In November 2014, GM issued a service bulletin via the National Highway Traffic Safety Administration, offering to repair the alleged defect at free of charge. The letter asked drivers who had experienced the issue to bring their cars to dealerships.
However, the complaint alleges GM used the same defective parts to fix the problem, and therefore the problem would likely manifest again after the car’s limited warranty expired. Further, the suit notes, the automaker should have issued a full recall to fix the steering systems in all of the potentially affected vehicles.
The lawsuit claims GM should have known about the defect via its testing process and customer complaints. Therefore, GM’s handling of the issue together with its probable prior knowledge violated California’s Consumer Legal Remedies Act, Unfair Competition Law and Song-Beverly Consumer Warranty Act, the lawsuit claims. Additionally, the automaker breached its express and implied warranties in violation of the Magnuson-Moss Warranty Act.
Mendoza seeks to represent a California and national class of Cruze, Malibu and Verano owners whose cars dropped in value because of the defect, and aims to recover damages or secure an injunction requiring the automaker to fix the steering flaw, along with punitive damages. Time to lawyer up.
FYI—the case is Mendoza v. General Motors LLC, case number 2:16-cv-00404, in U.S. District Court for the Central District of California.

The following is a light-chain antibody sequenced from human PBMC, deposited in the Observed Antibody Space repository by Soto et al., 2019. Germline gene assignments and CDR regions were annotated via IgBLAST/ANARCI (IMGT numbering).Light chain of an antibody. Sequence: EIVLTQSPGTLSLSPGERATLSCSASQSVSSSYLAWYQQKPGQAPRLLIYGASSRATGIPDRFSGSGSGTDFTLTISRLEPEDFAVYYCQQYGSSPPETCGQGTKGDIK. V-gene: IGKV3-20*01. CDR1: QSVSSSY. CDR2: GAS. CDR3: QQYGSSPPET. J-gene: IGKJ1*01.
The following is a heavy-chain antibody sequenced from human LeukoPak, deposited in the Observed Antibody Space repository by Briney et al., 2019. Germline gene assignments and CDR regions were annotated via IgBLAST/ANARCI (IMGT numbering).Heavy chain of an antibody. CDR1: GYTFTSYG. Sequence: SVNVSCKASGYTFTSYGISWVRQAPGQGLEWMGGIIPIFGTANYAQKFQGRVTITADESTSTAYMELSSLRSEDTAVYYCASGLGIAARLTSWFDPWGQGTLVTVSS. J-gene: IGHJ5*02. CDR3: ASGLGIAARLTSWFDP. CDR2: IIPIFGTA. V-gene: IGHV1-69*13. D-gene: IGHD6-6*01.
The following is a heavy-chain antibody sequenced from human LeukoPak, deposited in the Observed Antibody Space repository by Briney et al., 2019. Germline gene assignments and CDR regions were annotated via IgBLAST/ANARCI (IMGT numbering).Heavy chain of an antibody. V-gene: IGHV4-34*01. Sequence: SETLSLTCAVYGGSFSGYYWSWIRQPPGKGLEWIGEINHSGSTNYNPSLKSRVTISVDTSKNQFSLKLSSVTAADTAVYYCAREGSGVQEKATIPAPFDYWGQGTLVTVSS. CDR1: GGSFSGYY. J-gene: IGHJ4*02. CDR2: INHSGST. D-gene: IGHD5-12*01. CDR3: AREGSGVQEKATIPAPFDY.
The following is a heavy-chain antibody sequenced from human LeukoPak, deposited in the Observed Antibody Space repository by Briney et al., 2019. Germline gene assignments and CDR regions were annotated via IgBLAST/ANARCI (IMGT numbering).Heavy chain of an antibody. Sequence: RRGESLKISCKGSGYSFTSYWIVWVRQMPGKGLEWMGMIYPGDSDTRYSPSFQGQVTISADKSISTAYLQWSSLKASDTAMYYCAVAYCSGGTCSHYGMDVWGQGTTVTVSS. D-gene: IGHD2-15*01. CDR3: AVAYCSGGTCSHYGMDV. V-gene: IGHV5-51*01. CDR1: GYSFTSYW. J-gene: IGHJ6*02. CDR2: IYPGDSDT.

Couple of nice wins this week…
A Win for Baseball Fans…A possible home run for major league baseball (MLB) fans and broadcasters. They reached a proposed settlement agreement this week, staving off further antitrust litigation over how out-of-market game broadcasts are sold.
Here’s the skinny—under the agreement, MLB will offer an unbundled MLB.TV Internet package for the next five years, allowing for the purchase of single-team packages for $84.99 next season. It represents a 23% reduction from the cheapest version of MLB.TV previously available and a 35% reduction from the most commonly purchased version. The agreement also requires the MLB.TV league-wide package cost to fall to $109.99.
In addition to the single-team package offering and lower prices, the MLB.TV agreement provides new options to consumers. It requires MLB to implement by the All-Star Break, a “Follow Your Team” variant of MLB.TV, which, for the first time in any major professional sports league, will allow consumers to watch a chosen away team’s telecast even when that club is playing an “in-market” team. This new product, which will cost only $10 more than the MLB.TV package, will enable authenticated subscribers, individuals who are pay television subscribers of the Regional Sports Network (RSN) that carries the in-market club, to watch what, up until now, would have been “blacked out” telecasts.
MLB has further agreed that it will endeavor to provide live local team broadcasts over the Internet (so called “In-Market Streaming”) for authenticated subscribers to the 25 RSNs carrying MLB games owned by DIRECTV, Comcast and 21st Century Fox by the start of the 2017 season. If In-Market Streaming is not in place for each and every one of these clubs by the 2017 season, MLB will be prohibited from increasing any of its MLB.TV package prices.